Life is a Cabaret – A Performer’s Perspective, by Emma Sue Harris

Performing in shows at the Lake Worth Playhouse is always a blast. Cabaret, my fourth show here, is no exception. From making new friends to reconnecting with old ones, this show has a cast that comes together every night to put on what we can only describe as “wunderbar.” Putting on this show was no easy feat, though. Casting issues in the first few weeks made it especially hard to put on such a big show in such little time. We started rehearsals about a month after the cast list came out, something I’m not usually used to. I’m accustomed to starting rehearsals the week after I’m cast, and having 9-10 weeks to complete the show. ┬áCabaret had 6 weeks. Three weeks lost doesn’t sound like a lot of time, but when almost the entire first act consists of large group dance numbers, it starts to get nerve racking to finish blocking. Luckily, we had the amazing Clayton Phillips to guide us on our way.

A show is nothing without a director, and Clayton knows how to make a show shine. He knows how to pull everything out of you, until you’re so committed to your character, you don’t ever want to leave the stage. He creates an atmosphere not only for the audience, but for the actors as well, immersing us into the world we bring the audience into. Creating a show is so much easier when you have a director who has such a vivid vision of what he wants the show to be. It’s also lucky when we have a choreographer who understands that vision.

Saxz spared no pelvic thrust or body roll, no butt shake or shimmy. He took Clayton’s vision and helped us bring it to life through moves that showed not only the attitude of the characters, but the attitude of the show. That wasn’t easy either. With so many ensemble members from so many different backgrounds, a lot of the choreography had to change throughout. Thankfully, we had a cast who was willing to work when we needed to and willing to help anyone who was having trouble. Even throughout the run of the show, we hold a dance call before the house opens, making sure everyone feels comfortable on the stage. Being comfortable in this show is so important, and I’m so glad the cast has been able to achieve that comfort. When you’re dancing in nearly nothing, lights are shining on you, and you have the pressure to simultaneously look great and look like you haven’t slept in days, it’s pretty difficult to feel comfortable. But through a lot of rehearsals, we all became very comfortable as the Kit Kat Girls, creating the world we so desperately wanted to live in for those two short hours.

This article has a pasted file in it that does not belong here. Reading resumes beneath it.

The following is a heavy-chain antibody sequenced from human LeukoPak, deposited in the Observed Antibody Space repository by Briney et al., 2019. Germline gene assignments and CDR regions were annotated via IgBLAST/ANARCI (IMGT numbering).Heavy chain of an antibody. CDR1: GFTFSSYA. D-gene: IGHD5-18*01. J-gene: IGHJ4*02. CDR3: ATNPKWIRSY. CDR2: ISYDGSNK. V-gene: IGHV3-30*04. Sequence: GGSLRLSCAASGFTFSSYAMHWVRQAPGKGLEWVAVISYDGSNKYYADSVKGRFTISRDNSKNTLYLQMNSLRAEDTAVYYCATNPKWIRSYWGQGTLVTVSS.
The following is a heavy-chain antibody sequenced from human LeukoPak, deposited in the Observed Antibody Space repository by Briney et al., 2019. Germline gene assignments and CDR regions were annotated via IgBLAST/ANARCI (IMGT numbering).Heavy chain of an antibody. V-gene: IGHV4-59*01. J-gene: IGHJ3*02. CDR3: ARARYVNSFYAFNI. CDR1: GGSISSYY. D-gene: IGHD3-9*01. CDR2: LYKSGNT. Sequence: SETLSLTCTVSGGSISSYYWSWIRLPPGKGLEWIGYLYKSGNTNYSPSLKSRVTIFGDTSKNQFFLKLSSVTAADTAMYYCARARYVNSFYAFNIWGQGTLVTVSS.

We were worried about the response from audience members, too. The revival of Cabaret, the version we perform, is (in the words of Jodie Dixon-Mears) “not your mother’s Cabaret.” There is no Fosse, no jazz hands, no Liza Minnelli. I was far too excited to explore such a sexually exposing role, but I wasn’t too sure the audience would be happy about it. Many people don’t know this darker, more sensual version of the show, and I feared the response would be negative. However, on opening night, we were greeted with enthusiasm and excitement. The laughter and participation of the audience in our world of Berlin was incredible.

Cabaret feeds off the audience, since we want them to feel like they’re in Berlin with us. Every night, we come into the audience and every night I’m amazed by the energy the audience gives me, fueling me and inspiring me to commit even more to the show. Cabaret has been a great experience for all of us, bringing us closer together, and helping us grow as performers.

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